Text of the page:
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Study advances evidence for receptor's role in alcohol pleasure and problems

A genetic variant of a receptor in the brains reward circuitry heightens the stimulating effects of early exposures to alcohol and increases alcohol consumption, according to a new study by researchers at the National Institute on Alcohol Abuse and Alcoholism (NIAAA), part of the National Institutes of Health (NIH). Conducted in rhesus monkeys, the study extends previous research that suggests an important role for a similar brain receptor variant in the development of human alcohol use disorders. A report of the findings is published in the March, 2007 issue of the Archives of General Psychiatry.

"Although the pathway to alcoholism is influenced by many factors, our findings affirm that individuals who possess this receptor variant may experience enhanced pleasurable effects from alcohol that could increase their risk for developing alcohol abuse and dependence," notes Markus Heilig, M.D., Ph.D., NIAAA Clinical Director and the studys senior author.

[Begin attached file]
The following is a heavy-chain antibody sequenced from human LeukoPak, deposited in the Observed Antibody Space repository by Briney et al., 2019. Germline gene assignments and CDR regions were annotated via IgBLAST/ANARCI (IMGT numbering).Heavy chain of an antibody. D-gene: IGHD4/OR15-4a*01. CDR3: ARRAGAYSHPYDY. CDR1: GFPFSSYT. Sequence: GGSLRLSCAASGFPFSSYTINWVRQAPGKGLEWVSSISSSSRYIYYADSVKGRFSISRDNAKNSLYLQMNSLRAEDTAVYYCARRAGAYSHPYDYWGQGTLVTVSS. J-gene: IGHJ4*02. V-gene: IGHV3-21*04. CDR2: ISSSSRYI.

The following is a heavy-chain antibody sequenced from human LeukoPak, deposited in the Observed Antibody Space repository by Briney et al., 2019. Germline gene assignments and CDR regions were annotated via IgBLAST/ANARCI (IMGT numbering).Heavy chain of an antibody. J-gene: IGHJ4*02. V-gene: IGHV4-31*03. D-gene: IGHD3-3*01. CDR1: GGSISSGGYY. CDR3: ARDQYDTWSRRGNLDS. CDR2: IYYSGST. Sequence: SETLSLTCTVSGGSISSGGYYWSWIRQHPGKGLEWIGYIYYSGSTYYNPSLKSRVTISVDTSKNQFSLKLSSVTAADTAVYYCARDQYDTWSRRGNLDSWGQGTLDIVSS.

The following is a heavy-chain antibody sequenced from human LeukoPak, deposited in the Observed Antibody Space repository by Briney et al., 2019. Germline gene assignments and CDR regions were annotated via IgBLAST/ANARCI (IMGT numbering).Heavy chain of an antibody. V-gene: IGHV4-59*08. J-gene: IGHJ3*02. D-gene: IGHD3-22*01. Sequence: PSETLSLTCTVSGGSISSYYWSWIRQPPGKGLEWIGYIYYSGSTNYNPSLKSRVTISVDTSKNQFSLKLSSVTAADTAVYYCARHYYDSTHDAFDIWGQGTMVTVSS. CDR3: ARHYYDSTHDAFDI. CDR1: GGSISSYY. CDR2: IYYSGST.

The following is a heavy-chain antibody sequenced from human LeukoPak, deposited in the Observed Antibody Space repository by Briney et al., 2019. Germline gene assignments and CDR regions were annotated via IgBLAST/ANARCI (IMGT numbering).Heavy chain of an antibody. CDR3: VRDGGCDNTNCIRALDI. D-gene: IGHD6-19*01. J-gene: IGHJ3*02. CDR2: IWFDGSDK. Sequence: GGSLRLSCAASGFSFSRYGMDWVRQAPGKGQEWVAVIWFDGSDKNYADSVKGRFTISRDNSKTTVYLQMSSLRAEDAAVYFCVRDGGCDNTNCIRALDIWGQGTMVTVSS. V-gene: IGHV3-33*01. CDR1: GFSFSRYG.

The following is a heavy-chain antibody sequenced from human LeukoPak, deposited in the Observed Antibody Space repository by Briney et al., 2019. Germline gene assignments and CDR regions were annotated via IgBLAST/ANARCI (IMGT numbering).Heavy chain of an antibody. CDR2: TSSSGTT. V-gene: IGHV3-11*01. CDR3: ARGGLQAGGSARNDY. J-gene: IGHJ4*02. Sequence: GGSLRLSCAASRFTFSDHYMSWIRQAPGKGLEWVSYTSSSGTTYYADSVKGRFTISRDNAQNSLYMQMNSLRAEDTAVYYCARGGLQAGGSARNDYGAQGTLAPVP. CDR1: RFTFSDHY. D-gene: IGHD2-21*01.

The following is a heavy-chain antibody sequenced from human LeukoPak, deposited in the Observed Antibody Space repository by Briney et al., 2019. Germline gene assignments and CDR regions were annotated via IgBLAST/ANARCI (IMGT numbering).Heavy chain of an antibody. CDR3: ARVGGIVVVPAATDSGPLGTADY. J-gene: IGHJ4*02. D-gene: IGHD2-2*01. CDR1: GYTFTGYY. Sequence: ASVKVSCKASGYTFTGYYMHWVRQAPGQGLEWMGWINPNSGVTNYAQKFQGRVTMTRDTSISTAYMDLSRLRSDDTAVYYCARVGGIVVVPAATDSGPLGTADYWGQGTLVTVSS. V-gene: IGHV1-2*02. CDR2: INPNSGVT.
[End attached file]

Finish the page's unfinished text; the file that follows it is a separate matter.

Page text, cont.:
Molecules known as opioid peptides bind to opioid receptors in the brain to signal experiences of reward and reinforcement, as well as the euphoria and other positive subjective effects produced by alcohol. Previous studies have shown that, among the brains various subtypes of opioid receptors, the mu-subtype is most likely responsible for transmitting alcohols positive effects.

"We also know that there are several genetic variants of the human mu-opioid receptor," notes first author Christina Barr, V.M.D., Ph.D., a lead investigator in NIAAAs Laboratory of Clinical and Translational Studies and Laboratory of Neurogenetics. "One of these, designated 118G, has a greatly enhanced ability to bind opioid peptides. People who have this variant of the receptor have reported increased euphoria following alcohol consumption."

Drs. Barr, Heilig, and their colleagues note that recent studies have linked the 118G mu-opioid receptor with alcohol dependence in humans. In the current s
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Contact: John Bowersox
jbowersox@niaaa.nih.gov
301-443-3860
NIH/National Institute on Alcohol Abuse and Alcoholism
6-Mar-2007


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